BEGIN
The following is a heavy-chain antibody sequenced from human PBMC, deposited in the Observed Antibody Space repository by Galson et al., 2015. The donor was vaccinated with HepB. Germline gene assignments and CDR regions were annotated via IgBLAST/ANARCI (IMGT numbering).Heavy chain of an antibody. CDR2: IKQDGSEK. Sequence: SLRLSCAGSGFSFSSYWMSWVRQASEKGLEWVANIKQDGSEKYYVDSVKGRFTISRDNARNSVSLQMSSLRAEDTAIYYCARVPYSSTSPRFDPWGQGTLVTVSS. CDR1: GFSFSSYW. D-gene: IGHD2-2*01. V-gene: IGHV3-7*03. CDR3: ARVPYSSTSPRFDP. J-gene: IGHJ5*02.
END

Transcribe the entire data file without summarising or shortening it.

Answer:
The following is a heavy-chain antibody sequenced from human PBMC, deposited in the Observed Antibody Space repository by Galson et al., 2015. The donor was vaccinated with HepB. Germline gene assignments and CDR regions were annotated via IgBLAST/ANARCI (IMGT numbering).Heavy chain of an antibody. CDR2: IKQDGSEK. Sequence: SLRLSCAGSGFSFSSYWMSWVRQASEKGLEWVANIKQDGSEKYYVDSVKGRFTISRDNARNSVSLQMSSLRAEDTAIYYCARVPYSSTSPRFDPWGQGTLVTVSS. CDR1: GFSFSSYW. D-gene: IGHD2-2*01. V-gene: IGHV3-7*03. CDR3: ARVPYSSTSPRFDP. J-gene: IGHJ5*02.